Tuesday, February 22, 2011

The Mobile Battleground

The mobile wars are raging at full swing right now. The key players include Apple, Google, RIM, and Microsoft. The battle lines have been drawn based on the mobile operating systems but there are in fact, at least three fronts:

1. Devices
What’s a little puzzling is how the smartphone manufacturers expect to compete. Today, HTC, Samsung, LG and Sony-Ericsson all ship smartphones with the Android operating system which means that they all have the same functionality and applications. For now, the phone features are still distinct as they have different sizes, cameras, or expansion slots but within a year, they will all likely be identical. The Windows Phone 7 phones will face the same challenge as I have already described in my take on the Microsoft-Nokia partnership. Clearly, only Apple and so far RIM have a differentiated strategy as they own the hardware and operating systems and don’t license it to other vendors. HP could be in the same boat but they have yet to ship a device.

2. Apps
It’s all about the apps, baby. Actually, it is about application developers since they are the ones who have to be compelled to build their apps for the respective mobile operating system. Maintaining the apps for the multitude of OSs is very costly and so most developers want to focus on 1-3 systems. The spots 1 and 2 are today firmly in the hands of Apple and Google and therefore position 3 is highly contested by RIM, Microsoft and HP. RIM has some lead based on their market presence but Microsoft has more experience in courting developers and so the game is on. HP has no market share, no developer ecosystem and no applications to speak of - a tough hill to climb.

3. Services
Besides applications, most mobile operating system vendors have a deeper agenda - they want to provide online services that consumers use on their mobile devices. Mobile devices are the key to some of the consumer spending online whether it’s by selling content or advertising. And the consumer power and profits associated with these services are just as compelling as the mobile market itself. Apple has clearly figured it out first and that’s why the company is today making piles of money on mobile devices and on selling music and movies. Google is leveraging its power in search to drive consumer advertising and even RIM figured out that the free BlackBerry Messenger is a very powerful service that drives consumer demand for its devices.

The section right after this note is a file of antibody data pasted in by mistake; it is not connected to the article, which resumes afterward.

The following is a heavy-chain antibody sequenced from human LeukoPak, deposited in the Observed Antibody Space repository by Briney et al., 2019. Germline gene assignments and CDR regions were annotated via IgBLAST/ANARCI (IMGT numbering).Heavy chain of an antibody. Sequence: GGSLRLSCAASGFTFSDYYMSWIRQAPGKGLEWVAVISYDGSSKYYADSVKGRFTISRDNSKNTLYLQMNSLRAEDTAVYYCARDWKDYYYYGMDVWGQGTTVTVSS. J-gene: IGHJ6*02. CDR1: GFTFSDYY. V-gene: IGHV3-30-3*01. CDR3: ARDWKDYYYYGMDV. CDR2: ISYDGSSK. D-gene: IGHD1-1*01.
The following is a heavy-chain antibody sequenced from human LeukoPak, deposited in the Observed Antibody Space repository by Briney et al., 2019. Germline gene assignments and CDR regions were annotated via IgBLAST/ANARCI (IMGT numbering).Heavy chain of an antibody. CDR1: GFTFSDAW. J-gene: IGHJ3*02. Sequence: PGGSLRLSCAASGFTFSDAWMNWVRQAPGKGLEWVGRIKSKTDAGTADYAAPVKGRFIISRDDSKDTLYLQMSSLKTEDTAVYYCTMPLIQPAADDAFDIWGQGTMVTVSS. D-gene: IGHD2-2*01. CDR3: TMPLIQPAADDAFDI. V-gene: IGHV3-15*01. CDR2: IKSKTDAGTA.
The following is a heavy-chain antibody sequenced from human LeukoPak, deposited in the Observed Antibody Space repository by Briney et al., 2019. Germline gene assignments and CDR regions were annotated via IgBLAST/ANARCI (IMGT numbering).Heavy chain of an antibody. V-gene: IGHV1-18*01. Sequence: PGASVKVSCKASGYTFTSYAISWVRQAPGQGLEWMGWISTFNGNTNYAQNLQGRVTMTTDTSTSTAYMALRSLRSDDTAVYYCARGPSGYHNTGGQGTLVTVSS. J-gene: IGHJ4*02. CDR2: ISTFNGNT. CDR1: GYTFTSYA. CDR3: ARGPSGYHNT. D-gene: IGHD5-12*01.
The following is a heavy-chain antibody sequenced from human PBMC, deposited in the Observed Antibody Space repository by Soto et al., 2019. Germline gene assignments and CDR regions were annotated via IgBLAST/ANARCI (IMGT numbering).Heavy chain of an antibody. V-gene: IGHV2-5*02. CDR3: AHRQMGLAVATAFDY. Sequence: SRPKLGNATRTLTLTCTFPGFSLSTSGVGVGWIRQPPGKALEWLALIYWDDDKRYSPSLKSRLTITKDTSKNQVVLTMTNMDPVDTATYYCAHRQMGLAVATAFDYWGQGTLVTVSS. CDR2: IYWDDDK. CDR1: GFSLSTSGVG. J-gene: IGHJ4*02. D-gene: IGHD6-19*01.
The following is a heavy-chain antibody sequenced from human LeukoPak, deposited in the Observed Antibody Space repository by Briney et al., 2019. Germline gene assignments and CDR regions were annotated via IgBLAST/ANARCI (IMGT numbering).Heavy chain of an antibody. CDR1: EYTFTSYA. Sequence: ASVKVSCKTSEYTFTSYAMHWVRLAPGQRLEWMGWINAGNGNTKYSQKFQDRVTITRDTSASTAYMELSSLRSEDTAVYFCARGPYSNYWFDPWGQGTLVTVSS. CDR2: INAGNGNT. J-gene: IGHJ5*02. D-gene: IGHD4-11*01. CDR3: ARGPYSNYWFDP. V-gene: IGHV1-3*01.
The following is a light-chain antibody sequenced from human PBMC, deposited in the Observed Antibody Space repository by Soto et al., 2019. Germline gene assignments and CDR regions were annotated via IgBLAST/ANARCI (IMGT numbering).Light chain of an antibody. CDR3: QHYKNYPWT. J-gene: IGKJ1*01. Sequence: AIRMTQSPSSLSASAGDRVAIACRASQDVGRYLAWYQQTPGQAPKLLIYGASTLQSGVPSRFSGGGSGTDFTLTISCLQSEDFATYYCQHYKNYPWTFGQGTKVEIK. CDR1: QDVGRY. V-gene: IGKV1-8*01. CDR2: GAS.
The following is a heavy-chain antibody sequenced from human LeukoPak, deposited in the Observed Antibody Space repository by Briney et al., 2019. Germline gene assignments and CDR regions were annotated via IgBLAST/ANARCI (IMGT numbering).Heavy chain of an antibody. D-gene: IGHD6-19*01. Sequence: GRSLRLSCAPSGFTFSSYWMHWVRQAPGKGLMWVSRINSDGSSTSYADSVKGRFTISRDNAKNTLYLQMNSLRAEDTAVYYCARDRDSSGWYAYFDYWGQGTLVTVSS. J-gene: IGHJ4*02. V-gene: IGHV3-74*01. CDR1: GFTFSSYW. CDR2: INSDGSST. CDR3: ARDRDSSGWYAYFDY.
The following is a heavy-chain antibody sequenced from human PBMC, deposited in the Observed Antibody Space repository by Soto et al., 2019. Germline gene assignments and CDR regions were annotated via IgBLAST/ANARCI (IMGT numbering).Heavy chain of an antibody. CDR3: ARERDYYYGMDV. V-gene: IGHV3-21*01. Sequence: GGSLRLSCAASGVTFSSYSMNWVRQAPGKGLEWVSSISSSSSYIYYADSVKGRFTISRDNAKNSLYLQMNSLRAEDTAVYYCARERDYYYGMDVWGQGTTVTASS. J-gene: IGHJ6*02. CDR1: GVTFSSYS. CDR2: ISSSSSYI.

The table below compares the consumer stack of key contenders. It shows not only who provides which service but also contrasts it with the leader in each respective category:

Comparison of the consumer stack among the mobility players.
 The color represents the heatmap - the darker the color, the stronger a given vendor is at that particular service of the consumer stack. As we can see, Apple and Google have a pretty solid position with most services covered and many of them strong. Microsoft has made big strides towards having most bases covered but many of them are lacking on traction. What’s also interesting is that, in so many areas, the leading service is provided by a vendor without a mobility agenda. This hints at possible partnerships - the way RIM has embraced Facebook and Twitter by developing their own BlackBerry apps. I expect that more such partnerships and even acquisitions are likely.

The consumer stack is an important factor in the mobility war. The mobile vendors want to take advantage of their strengths but they will need to be careful not to overtax the users. Google, for example, wants to leverage its search-based advertising but too much of that will be a turnoff for mobile users. Microsoft wants Windows Phone 7 users to live in Windows Live but since this service has relatively low adoption, they must not lock the users to their own consumer stack. The vendor who gets it right will reap the benefits on both ends - making money off the devices as much as off the services. Just like Apple does with iPhone, iTouch and iPad and the music and movies content.

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